Verdict – Check It. This isn’t Twilight for Supes; not in the slightest really. It’s a decent story, and you’ll have fun in parts of it, but it’s sadly nothing special. Reading a retelling of an origin of a character over seventy years old has to get tiresome at some stage, doesn’t it? How many retreads can we really tolerate? Unless there’s something exceptional on offer, I don’t see the point. It’s like covering The Beatles and playing every chord exactly the same. But wearing a retro-ironic tie/hat ensemble. It’s going to get a few foot taps but it won’t be worth it once the beer bottles come through the chicken wire.

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Ivan said...

Nice review, Ryan. I was gonna get this anyway, being a long time Superman fan an all, but your review makes me feel it will be worth it.

I think that with the financial success that is this OGN, we are finally seeing the birth of DC's "Ultimate" universe, no?

Anonymous said...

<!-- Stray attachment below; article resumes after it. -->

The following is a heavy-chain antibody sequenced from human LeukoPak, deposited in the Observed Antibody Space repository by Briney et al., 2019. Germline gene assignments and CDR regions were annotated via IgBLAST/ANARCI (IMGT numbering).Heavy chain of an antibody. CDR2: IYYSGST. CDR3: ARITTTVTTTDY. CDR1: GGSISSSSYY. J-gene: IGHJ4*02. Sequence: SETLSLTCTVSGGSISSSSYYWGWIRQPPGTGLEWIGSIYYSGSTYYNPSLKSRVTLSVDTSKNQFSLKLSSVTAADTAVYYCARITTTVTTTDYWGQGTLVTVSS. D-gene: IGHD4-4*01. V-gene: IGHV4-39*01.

Those last few lines of the review are pitch perfect. Bravo, good sir.

Ivan said...

Just to address your conclusion: I agree that we're pretty saturated with Superman origin retellings, but one has to keep in mind that this is out of continuity and has one clear goal: introduce Superman to an audience who has only a passing familiarity to the character. So in this case, I think it was necessary.

THE BEATY said...

didn't they allready do this with birthright? because that was better than this seems

Klep said...

I picked this up and enjoyed it, but I agree that it was nothing terrifically special. The SCIENCE! high five was definitely one of its best moments.

Ivan said...

Birthright was supposed to be in-continuity. But then Geoff Johns' "Secret Origins" retconned it.

brandon said...

Nice review brotha.

You know, I can't get past the name. Is it me or does Earth One make zero sense? Especially to someone coming into this cold. It just smells of DC continuity despite saying it's not.

Dennis N said...